‘There were some significant transactions last year,’ says Paul Etheridge, head of corporate advisory at share registration business Capita Registrars. ‘We were involved in a number of the Main Market listings, including the IPOs of Jupiter Fund Management, AZ Electronics and the airline Flybe.’
Capita currently acts as registrar to around 1,500 companies across both AIM and the Main Market of the London Stock Exchange (LSE), as well as providing investor relations, company secretarial and corporate action support services to listed businesses. Etheridge adds that over the past five years the company has managed more than 50 per cent of all London IPOs.
‘We had higher expectations of the market for 2010, but we found that a number of deals had moving timetables in terms of completion,’ he says. ‘All are generally dependent upon windows of opportunity in the market when institutions will make their decisions, among other factors.’
Etheridge adds that there were a number of IPOs in 2010 that didn’t get away. ‘At the beginning of the year there was press speculation that companies such as New Look, Travelport and Merlin Entertainment were considering a listing, but actually none of those came through.’
Despite a difficult year for most businesses trying to raise finance, Etheridge says that ‘good stories’ are still welcomed by investors. He adds, ‘Fund managers and institutions have become a lot pickier and more risk averse, but for the appropriate business we understand there is money there to invest.’
While institutions remained cautious, last year saw the return of ‘retail offers’, in which companies allocate a block of their IPO to individual investors, according to Phil Roberts, deputy head of corporate advisory at Capita Registrars.
He cites the July flotation of the online grocery company Ocado. ‘We developed technology so that people could look at the prospectus and apply for shares online, and then once they’d made their investment decision they could pay online too,’ he says.
Roberts adds that this practice, which was used during privatisations several years ago, saw a resurgence in popularity in 2010.
Capita has witnessed some large deals over the year, handling the £3.2 billion rights issue by National Grid in May, as well as the £2.5 billion takeover of SSL by consumer products company Reckitt Benckiser in July.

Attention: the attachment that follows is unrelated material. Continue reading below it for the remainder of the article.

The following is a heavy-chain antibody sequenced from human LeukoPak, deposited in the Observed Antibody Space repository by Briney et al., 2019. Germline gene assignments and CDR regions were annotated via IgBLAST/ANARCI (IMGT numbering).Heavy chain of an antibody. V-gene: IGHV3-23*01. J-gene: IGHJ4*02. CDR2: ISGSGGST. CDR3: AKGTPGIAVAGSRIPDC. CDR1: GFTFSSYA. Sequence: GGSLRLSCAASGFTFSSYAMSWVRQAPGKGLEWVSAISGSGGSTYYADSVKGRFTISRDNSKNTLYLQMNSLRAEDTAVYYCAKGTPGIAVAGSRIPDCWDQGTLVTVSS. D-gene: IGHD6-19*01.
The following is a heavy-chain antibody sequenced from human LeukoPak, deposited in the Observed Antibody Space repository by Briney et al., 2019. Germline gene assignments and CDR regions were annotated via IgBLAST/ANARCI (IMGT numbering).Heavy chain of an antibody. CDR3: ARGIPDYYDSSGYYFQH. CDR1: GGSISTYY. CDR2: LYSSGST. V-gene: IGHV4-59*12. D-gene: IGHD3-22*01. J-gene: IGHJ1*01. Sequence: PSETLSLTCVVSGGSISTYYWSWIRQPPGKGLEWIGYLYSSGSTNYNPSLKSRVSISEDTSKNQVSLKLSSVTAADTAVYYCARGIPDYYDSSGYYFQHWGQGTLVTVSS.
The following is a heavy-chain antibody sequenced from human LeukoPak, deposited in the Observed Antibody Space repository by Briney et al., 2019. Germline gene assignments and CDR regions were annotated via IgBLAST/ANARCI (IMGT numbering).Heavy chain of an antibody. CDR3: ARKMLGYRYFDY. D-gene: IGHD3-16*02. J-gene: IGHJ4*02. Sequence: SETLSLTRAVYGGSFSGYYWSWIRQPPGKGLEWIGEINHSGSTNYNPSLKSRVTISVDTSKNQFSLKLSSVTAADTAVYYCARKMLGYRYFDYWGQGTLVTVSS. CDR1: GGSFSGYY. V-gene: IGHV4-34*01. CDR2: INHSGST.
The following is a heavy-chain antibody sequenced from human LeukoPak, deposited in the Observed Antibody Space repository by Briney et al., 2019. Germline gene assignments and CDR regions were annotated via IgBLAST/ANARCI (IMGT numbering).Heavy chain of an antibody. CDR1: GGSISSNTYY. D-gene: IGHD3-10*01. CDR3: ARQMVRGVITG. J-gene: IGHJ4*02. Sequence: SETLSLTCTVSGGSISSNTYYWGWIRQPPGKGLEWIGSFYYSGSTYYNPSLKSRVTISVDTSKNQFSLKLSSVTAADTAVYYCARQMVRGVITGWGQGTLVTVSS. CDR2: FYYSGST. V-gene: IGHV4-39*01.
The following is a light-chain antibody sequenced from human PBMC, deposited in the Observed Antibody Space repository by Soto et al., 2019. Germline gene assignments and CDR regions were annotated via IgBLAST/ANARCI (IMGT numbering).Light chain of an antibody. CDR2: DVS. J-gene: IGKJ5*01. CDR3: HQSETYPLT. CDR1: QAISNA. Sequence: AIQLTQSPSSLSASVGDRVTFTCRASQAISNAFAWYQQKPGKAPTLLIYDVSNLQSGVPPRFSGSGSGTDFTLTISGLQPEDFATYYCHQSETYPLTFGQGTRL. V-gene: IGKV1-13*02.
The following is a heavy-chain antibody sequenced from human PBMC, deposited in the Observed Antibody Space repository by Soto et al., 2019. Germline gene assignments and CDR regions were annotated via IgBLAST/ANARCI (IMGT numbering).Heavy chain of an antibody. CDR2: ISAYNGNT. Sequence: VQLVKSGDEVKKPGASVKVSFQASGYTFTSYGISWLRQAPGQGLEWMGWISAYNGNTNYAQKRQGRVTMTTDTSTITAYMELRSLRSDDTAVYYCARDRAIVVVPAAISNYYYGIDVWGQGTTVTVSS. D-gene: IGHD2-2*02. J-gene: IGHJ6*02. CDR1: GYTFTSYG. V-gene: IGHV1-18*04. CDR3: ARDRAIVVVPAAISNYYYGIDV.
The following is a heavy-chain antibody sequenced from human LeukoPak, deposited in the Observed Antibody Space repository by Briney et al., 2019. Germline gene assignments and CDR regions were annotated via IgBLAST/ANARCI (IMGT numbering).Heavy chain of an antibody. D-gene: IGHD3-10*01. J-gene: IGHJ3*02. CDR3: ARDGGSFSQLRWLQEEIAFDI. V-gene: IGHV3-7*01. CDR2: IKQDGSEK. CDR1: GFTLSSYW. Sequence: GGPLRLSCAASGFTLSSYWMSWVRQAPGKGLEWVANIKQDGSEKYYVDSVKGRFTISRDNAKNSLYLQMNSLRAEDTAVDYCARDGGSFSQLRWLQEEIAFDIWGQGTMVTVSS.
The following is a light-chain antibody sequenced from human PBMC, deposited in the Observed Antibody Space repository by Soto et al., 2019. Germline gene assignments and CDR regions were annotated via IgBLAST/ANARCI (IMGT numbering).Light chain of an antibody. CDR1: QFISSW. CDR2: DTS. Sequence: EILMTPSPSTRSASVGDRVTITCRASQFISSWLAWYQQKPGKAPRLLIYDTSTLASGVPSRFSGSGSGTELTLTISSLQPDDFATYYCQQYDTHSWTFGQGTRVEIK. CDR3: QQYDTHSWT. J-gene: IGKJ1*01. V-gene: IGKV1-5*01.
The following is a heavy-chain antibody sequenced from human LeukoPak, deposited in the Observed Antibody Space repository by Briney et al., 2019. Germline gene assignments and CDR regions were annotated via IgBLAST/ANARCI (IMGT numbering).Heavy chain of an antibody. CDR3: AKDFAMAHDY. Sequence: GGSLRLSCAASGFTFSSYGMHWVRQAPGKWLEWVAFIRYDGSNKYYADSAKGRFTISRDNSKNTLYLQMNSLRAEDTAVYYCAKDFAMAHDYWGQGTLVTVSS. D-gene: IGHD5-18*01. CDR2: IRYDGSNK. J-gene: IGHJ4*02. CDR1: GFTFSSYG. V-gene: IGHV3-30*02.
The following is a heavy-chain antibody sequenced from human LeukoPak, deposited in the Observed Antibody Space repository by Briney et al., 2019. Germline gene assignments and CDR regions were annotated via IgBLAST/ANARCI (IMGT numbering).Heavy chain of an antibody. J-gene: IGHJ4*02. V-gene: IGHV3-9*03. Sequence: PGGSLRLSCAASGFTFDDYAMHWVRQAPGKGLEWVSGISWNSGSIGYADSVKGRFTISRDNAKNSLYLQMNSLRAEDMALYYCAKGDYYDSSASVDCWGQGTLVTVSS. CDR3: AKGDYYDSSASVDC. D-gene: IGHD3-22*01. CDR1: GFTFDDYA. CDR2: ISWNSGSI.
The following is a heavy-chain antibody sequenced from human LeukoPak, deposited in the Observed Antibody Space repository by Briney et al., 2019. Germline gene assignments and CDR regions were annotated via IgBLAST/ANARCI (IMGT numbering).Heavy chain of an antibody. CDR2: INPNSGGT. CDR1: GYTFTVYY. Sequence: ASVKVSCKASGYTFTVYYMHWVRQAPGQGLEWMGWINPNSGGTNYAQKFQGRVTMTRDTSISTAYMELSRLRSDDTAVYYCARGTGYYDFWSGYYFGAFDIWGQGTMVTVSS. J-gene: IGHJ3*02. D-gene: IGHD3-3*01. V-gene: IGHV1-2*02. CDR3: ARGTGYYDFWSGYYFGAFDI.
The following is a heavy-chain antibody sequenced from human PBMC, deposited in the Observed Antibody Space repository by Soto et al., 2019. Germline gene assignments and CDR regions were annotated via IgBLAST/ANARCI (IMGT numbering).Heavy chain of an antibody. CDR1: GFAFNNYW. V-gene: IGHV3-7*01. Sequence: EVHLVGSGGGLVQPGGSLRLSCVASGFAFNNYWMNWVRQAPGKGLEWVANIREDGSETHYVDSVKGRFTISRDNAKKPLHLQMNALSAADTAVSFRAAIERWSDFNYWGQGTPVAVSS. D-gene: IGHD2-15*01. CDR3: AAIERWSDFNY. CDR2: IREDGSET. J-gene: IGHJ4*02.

In the autumn of 2010, Capita was also involved in two high-profile takeovers of nationwide restaurant operators. September saw Portuguese-style restaurant chain Nando’s acquire Clapham House, the group that operates the Gourmet Burger Kitchen and The Real Greek brands. This was followed swiftly by the £90 million acquisition of the Italian-themed eatery Carluccio’s by the global retail conglomerate Landmark Group, through its subsidiary C1 Acquisitions in October.
The company also saw a number of IPOs on AIM, in what was generally acknowledged to be a difficult year to list. In March, the healthcare software company EMIS Group achieved a market capitalisation of £137 million on its flotation, while later in the year business outsourcing company iEnergizer achieved a similarly respectable £174 million in its September AIM debut.
Etheridge comments that a number of the IPOs last year were in the natural resources and oil and gas sectors, such as the Australian operator Bellzone Mining, which raised £184.5 million when it came to AIM in March. He has noticed an increasing number of foreign companies looking to list on the UK markets. ‘London is the place to list,’ he says. ‘It’s got the liquidity and the profile, which makes it an attractive proposition for overseas companies.’
In November, Capita was involved in the IPO on AIM of the Indian energy company Jubilant Energy, which raised $85 million (£53.4 million). ‘India is a growing trend – in 2010 there were five companies with Indian assets that floated on AIM, and Capita was involved in three of them,’ Etheridge observes. ‘In 2011, I expect that Russia and India are going to be quite prominent sources of deals.’
In common with India and Russia, Etheridge says that other overseas companies in varying jurisdictions have also begun to look toward the LSE, many of them from the mining and minerals sectors. He adds, ‘As their economies start to mature, they’re naturally looking to stock exchanges around the world to raise awareness and gain parity with their sector peers on what is arguably one of the best exchanges in the world.’